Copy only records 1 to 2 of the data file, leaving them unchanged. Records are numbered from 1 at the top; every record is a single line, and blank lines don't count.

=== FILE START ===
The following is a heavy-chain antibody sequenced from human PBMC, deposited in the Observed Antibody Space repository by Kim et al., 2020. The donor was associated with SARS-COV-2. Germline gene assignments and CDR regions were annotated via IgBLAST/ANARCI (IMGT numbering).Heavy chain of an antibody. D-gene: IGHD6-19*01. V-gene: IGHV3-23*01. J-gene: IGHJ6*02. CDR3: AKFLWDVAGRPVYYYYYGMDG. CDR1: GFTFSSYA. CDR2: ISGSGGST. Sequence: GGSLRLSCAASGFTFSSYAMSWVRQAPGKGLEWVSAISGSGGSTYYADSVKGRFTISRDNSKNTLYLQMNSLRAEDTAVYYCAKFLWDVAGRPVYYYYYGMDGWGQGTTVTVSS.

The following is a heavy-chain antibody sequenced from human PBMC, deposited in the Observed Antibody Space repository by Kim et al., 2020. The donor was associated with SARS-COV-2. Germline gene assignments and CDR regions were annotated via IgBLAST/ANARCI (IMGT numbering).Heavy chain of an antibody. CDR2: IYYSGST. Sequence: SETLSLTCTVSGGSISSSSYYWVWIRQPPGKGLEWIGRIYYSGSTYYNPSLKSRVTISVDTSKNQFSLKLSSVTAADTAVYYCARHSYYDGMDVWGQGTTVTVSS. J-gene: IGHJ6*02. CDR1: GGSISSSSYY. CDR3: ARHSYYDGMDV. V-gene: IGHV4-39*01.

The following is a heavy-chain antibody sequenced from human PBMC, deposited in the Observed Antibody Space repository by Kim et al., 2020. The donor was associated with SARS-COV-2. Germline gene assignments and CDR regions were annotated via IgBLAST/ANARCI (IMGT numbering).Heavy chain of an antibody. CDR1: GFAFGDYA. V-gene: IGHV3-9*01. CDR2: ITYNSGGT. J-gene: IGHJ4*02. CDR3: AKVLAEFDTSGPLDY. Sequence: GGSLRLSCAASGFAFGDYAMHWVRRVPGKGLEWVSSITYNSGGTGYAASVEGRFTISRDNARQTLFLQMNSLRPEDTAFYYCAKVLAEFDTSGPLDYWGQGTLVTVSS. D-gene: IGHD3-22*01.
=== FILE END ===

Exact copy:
The following is a heavy-chain antibody sequenced from human PBMC, deposited in the Observed Antibody Space repository by Kim et al., 2020. The donor was associated with SARS-COV-2. Germline gene assignments and CDR regions were annotated via IgBLAST/ANARCI (IMGT numbering).Heavy chain of an antibody. D-gene: IGHD6-19*01. V-gene: IGHV3-23*01. J-gene: IGHJ6*02. CDR3: AKFLWDVAGRPVYYYYYGMDG. CDR1: GFTFSSYA. CDR2: ISGSGGST. Sequence: GGSLRLSCAASGFTFSSYAMSWVRQAPGKGLEWVSAISGSGGSTYYADSVKGRFTISRDNSKNTLYLQMNSLRAEDTAVYYCAKFLWDVAGRPVYYYYYGMDGWGQGTTVTVSS.

The following is a heavy-chain antibody sequenced from human PBMC, deposited in the Observed Antibody Space repository by Kim et al., 2020. The donor was associated with SARS-COV-2. Germline gene assignments and CDR regions were annotated via IgBLAST/ANARCI (IMGT numbering).Heavy chain of an antibody. CDR2: IYYSGST. Sequence: SETLSLTCTVSGGSISSSSYYWVWIRQPPGKGLEWIGRIYYSGSTYYNPSLKSRVTISVDTSKNQFSLKLSSVTAADTAVYYCARHSYYDGMDVWGQGTTVTVSS. J-gene: IGHJ6*02. CDR1: GGSISSSSYY. CDR3: ARHSYYDGMDV. V-gene: IGHV4-39*01.